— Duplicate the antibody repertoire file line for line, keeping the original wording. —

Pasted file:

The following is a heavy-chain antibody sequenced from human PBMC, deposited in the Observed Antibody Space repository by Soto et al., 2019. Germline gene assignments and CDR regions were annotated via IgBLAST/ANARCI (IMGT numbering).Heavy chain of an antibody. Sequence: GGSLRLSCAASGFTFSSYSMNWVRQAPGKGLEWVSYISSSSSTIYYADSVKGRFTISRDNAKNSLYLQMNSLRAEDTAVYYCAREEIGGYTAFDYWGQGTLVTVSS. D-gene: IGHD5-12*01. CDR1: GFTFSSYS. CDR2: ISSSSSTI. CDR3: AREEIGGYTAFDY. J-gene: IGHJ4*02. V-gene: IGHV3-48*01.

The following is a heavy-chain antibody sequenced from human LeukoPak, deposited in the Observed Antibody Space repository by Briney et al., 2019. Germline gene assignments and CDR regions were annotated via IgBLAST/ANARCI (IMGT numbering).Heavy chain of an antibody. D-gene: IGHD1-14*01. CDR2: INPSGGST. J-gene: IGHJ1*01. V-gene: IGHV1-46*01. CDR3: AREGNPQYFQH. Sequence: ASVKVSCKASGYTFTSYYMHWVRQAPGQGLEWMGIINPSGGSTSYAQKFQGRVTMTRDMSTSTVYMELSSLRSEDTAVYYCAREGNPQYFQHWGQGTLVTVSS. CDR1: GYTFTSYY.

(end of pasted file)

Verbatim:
The following is a heavy-chain antibody sequenced from human PBMC, deposited in the Observed Antibody Space repository by Soto et al., 2019. Germline gene assignments and CDR regions were annotated via IgBLAST/ANARCI (IMGT numbering).Heavy chain of an antibody. Sequence: GGSLRLSCAASGFTFSSYSMNWVRQAPGKGLEWVSYISSSSSTIYYADSVKGRFTISRDNAKNSLYLQMNSLRAEDTAVYYCAREEIGGYTAFDYWGQGTLVTVSS. D-gene: IGHD5-12*01. CDR1: GFTFSSYS. CDR2: ISSSSSTI. CDR3: AREEIGGYTAFDY. J-gene: IGHJ4*02. V-gene: IGHV3-48*01.

The following is a heavy-chain antibody sequenced from human LeukoPak, deposited in the Observed Antibody Space repository by Briney et al., 2019. Germline gene assignments and CDR regions were annotated via IgBLAST/ANARCI (IMGT numbering).Heavy chain of an antibody. D-gene: IGHD1-14*01. CDR2: INPSGGST. J-gene: IGHJ1*01. V-gene: IGHV1-46*01. CDR3: AREGNPQYFQH. Sequence: ASVKVSCKASGYTFTSYYMHWVRQAPGQGLEWMGIINPSGGSTSYAQKFQGRVTMTRDMSTSTVYMELSSLRSEDTAVYYCAREGNPQYFQHWGQGTLVTVSS. CDR1: GYTFTSYY.